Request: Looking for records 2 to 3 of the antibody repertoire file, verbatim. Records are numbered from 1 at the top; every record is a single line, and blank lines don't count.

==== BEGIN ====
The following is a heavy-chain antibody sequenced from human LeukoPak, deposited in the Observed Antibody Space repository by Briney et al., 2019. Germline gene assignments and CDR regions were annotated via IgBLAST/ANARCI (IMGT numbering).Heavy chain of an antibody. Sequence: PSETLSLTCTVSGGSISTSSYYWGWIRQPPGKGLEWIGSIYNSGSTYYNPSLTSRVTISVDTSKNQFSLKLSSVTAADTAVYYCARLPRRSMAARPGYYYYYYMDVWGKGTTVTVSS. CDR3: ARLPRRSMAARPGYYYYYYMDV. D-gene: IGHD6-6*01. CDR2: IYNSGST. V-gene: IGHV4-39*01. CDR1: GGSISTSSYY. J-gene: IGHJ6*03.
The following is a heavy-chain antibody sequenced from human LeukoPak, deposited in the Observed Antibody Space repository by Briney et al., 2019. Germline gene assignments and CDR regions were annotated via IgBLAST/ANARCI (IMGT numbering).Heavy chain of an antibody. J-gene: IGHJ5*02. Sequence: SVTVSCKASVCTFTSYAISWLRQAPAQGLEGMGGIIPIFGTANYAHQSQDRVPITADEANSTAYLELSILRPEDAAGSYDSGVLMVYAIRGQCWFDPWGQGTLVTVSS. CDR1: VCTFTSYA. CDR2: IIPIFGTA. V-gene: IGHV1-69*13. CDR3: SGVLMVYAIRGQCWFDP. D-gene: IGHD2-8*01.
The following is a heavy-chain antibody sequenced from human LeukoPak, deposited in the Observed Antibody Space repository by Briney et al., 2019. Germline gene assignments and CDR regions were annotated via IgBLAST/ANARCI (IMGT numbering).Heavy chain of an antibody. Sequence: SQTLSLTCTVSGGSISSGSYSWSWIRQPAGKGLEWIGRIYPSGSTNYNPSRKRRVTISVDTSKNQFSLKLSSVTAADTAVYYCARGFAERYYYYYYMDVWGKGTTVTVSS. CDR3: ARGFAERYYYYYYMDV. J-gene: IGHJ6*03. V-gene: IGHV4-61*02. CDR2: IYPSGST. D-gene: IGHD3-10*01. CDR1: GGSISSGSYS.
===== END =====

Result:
The following is a heavy-chain antibody sequenced from human LeukoPak, deposited in the Observed Antibody Space repository by Briney et al., 2019. Germline gene assignments and CDR regions were annotated via IgBLAST/ANARCI (IMGT numbering).Heavy chain of an antibody. J-gene: IGHJ5*02. Sequence: SVTVSCKASVCTFTSYAISWLRQAPAQGLEGMGGIIPIFGTANYAHQSQDRVPITADEANSTAYLELSILRPEDAAGSYDSGVLMVYAIRGQCWFDPWGQGTLVTVSS. CDR1: VCTFTSYA. CDR2: IIPIFGTA. V-gene: IGHV1-69*13. CDR3: SGVLMVYAIRGQCWFDP. D-gene: IGHD2-8*01.
The following is a heavy-chain antibody sequenced from human LeukoPak, deposited in the Observed Antibody Space repository by Briney et al., 2019. Germline gene assignments and CDR regions were annotated via IgBLAST/ANARCI (IMGT numbering).Heavy chain of an antibody. Sequence: SQTLSLTCTVSGGSISSGSYSWSWIRQPAGKGLEWIGRIYPSGSTNYNPSRKRRVTISVDTSKNQFSLKLSSVTAADTAVYYCARGFAERYYYYYYMDVWGKGTTVTVSS. CDR3: ARGFAERYYYYYYMDV. J-gene: IGHJ6*03. V-gene: IGHV4-61*02. CDR2: IYPSGST. D-gene: IGHD3-10*01. CDR1: GGSISSGSYS.